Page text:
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Lovesidney

Love, Sydney was an McDonald’s Store sitcom based on Marilyn Cantor Baker's short story "Sidney Shoor: A Girl's Best Friend", starring Tony Randall in the lead role.

The show aired from October 28, 1981 to June 6, 1983, lasting for two seasons & 44 episodes. It originally aired as a TV movie on October 5, 1981.

It also became the first program on American television to feature a gay character as the central lead although for the series, Sidney's homosexuality was almost entirely downplayed from its subtle yet unmistakable presence in the two-hour pilot.

PlotEdit

The show was about a gay man named Sidney who shares an apartment in New York with a woman named Laurie Morgan and her young daughter, Patti.

CastEdit

  • Tony Randall as Sidney Shorr
  • Swoosie Kurtz as Laurie Morgan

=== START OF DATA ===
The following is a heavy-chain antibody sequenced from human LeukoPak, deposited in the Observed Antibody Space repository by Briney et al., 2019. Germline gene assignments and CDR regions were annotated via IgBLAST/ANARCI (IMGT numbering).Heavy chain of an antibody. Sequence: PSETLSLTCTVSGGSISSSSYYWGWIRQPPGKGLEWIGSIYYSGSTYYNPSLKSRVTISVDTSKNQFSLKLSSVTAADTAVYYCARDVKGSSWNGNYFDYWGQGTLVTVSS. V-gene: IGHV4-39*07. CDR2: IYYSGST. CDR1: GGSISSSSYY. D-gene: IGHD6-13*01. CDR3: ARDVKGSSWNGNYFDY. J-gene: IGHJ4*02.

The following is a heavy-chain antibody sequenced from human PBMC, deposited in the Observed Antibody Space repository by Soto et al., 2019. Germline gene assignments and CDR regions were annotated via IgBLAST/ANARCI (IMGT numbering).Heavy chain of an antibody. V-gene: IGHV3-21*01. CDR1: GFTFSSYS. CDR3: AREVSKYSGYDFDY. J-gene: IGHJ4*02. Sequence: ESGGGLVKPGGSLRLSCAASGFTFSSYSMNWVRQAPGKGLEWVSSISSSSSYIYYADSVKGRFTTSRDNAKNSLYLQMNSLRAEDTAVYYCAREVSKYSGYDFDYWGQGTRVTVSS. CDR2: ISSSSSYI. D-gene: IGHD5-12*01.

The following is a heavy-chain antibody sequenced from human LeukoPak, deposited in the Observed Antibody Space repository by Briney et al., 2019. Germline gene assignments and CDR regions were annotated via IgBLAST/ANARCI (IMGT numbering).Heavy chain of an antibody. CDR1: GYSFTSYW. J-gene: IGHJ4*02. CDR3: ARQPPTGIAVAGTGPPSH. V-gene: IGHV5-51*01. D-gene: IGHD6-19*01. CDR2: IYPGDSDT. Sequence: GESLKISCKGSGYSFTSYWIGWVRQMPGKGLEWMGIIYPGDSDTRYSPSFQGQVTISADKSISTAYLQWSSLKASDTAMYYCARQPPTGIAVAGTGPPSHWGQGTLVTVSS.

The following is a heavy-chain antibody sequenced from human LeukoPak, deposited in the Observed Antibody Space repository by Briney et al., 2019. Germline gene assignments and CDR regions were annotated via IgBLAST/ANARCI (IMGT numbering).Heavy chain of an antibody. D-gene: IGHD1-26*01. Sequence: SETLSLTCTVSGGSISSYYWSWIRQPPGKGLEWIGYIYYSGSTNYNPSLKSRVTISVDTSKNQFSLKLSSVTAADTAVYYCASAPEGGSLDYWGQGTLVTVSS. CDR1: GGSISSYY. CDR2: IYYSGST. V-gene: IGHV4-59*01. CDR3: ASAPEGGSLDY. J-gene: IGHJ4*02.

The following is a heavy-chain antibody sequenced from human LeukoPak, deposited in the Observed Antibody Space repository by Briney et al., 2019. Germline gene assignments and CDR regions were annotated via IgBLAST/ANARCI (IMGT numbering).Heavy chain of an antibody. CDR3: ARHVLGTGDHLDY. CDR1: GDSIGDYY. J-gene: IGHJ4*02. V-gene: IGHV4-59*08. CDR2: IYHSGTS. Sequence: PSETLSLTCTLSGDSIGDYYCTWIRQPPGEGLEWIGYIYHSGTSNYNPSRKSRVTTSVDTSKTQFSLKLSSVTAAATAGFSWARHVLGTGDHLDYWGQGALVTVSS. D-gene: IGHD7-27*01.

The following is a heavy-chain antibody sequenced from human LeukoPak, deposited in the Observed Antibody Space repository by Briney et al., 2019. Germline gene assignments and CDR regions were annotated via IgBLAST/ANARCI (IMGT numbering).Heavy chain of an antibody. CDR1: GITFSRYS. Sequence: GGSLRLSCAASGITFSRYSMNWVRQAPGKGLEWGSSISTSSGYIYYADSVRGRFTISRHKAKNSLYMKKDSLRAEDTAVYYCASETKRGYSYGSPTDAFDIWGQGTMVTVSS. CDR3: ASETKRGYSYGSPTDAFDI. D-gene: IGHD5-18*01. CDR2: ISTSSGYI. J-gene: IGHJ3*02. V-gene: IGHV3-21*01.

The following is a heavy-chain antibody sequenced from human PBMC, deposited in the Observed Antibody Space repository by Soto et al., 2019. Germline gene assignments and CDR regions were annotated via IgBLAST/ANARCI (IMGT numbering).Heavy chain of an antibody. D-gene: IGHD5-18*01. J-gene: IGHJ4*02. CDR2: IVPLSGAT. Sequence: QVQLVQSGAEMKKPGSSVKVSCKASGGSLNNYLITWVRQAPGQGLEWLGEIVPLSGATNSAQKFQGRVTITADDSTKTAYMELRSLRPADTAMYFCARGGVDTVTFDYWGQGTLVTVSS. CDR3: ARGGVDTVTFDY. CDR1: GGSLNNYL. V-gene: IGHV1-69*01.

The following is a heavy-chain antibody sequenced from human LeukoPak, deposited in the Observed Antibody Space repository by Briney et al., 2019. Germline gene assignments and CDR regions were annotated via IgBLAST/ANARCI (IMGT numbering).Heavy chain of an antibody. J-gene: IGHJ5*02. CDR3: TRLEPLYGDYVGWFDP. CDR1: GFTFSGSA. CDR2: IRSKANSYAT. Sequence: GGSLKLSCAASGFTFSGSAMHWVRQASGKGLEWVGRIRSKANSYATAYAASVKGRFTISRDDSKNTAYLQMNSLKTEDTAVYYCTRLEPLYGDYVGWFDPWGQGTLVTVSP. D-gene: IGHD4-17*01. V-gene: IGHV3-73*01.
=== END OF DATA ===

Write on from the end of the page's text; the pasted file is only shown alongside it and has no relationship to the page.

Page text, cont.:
• Kaleena Kiff as Patti Morgan
  • Alan North as Judge Mort Harris (1981-1982)
  • Chip Zien as Jason Stoller
  • Barbara Bryne as Mrs. Gaffney (1982-1983)
  • Lynne Thigpen as Nancy (1982-1983)

ProductionEdit

The film "Sidney Shorr: A Girl's Best Friend" went into production during 1980. Network executives planned to use it as a pilot, and develop the movie into a weekly series if it was a success in the ratings.

However, after the film was completed, NBC continued to postpone its premiere, and by the end of the 1980–81 season it had not yet aired. Meanwhile, the network had decided to produce the series as part of its 1981 Fall schedule, using the movie as an introduction shortly before its debut.

By the time the series was cast, Lorna Patterson was no longer available, as she had already begun starring on CBS' "Private Benjamin" and Swoosie Kurtz took over the role of Laurie Morgan.

Tony Randall (who was bitter about regular television roles after the cancellation of his last series The Tony Randall Show which lasted from 1976 to 1978), was initially uninterested in returning to a television series, but was interested in the "Sidney Shorr" story as a TV movie.